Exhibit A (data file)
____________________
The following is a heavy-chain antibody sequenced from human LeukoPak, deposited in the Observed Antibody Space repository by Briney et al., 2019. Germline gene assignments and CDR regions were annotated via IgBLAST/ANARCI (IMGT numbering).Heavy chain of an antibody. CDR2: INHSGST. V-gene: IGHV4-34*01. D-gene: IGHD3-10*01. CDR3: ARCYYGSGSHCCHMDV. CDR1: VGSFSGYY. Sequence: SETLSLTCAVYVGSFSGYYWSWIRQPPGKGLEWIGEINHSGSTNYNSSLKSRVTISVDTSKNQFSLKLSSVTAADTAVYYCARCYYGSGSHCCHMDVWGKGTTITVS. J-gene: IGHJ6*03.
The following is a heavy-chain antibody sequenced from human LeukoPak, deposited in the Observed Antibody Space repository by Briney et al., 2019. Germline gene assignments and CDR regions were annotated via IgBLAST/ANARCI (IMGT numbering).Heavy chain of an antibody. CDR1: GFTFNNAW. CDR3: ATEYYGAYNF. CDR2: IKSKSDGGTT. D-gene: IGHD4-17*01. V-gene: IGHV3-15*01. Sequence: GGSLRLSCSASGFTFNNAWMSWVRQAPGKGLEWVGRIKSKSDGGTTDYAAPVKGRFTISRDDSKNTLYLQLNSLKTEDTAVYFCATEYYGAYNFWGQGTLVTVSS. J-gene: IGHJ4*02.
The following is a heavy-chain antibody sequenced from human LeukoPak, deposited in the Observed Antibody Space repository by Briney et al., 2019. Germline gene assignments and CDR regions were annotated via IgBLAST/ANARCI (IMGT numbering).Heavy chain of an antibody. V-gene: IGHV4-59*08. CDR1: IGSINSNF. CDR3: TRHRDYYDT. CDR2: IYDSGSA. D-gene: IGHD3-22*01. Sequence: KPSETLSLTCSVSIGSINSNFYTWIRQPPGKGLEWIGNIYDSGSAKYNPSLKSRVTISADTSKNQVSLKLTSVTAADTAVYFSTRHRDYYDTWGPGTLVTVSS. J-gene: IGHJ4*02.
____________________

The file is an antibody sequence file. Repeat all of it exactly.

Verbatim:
The following is a heavy-chain antibody sequenced from human LeukoPak, deposited in the Observed Antibody Space repository by Briney et al., 2019. Germline gene assignments and CDR regions were annotated via IgBLAST/ANARCI (IMGT numbering).Heavy chain of an antibody. CDR2: INHSGST. V-gene: IGHV4-34*01. D-gene: IGHD3-10*01. CDR3: ARCYYGSGSHCCHMDV. CDR1: VGSFSGYY. Sequence: SETLSLTCAVYVGSFSGYYWSWIRQPPGKGLEWIGEINHSGSTNYNSSLKSRVTISVDTSKNQFSLKLSSVTAADTAVYYCARCYYGSGSHCCHMDVWGKGTTITVS. J-gene: IGHJ6*03.
The following is a heavy-chain antibody sequenced from human LeukoPak, deposited in the Observed Antibody Space repository by Briney et al., 2019. Germline gene assignments and CDR regions were annotated via IgBLAST/ANARCI (IMGT numbering).Heavy chain of an antibody. CDR1: GFTFNNAW. CDR3: ATEYYGAYNF. CDR2: IKSKSDGGTT. D-gene: IGHD4-17*01. V-gene: IGHV3-15*01. Sequence: GGSLRLSCSASGFTFNNAWMSWVRQAPGKGLEWVGRIKSKSDGGTTDYAAPVKGRFTISRDDSKNTLYLQLNSLKTEDTAVYFCATEYYGAYNFWGQGTLVTVSS. J-gene: IGHJ4*02.
The following is a heavy-chain antibody sequenced from human LeukoPak, deposited in the Observed Antibody Space repository by Briney et al., 2019. Germline gene assignments and CDR regions were annotated via IgBLAST/ANARCI (IMGT numbering).Heavy chain of an antibody. V-gene: IGHV4-59*08. CDR1: IGSINSNF. CDR3: TRHRDYYDT. CDR2: IYDSGSA. D-gene: IGHD3-22*01. Sequence: KPSETLSLTCSVSIGSINSNFYTWIRQPPGKGLEWIGNIYDSGSAKYNPSLKSRVTISADTSKNQVSLKLTSVTAADTAVYFSTRHRDYYDTWGPGTLVTVSS. J-gene: IGHJ4*02.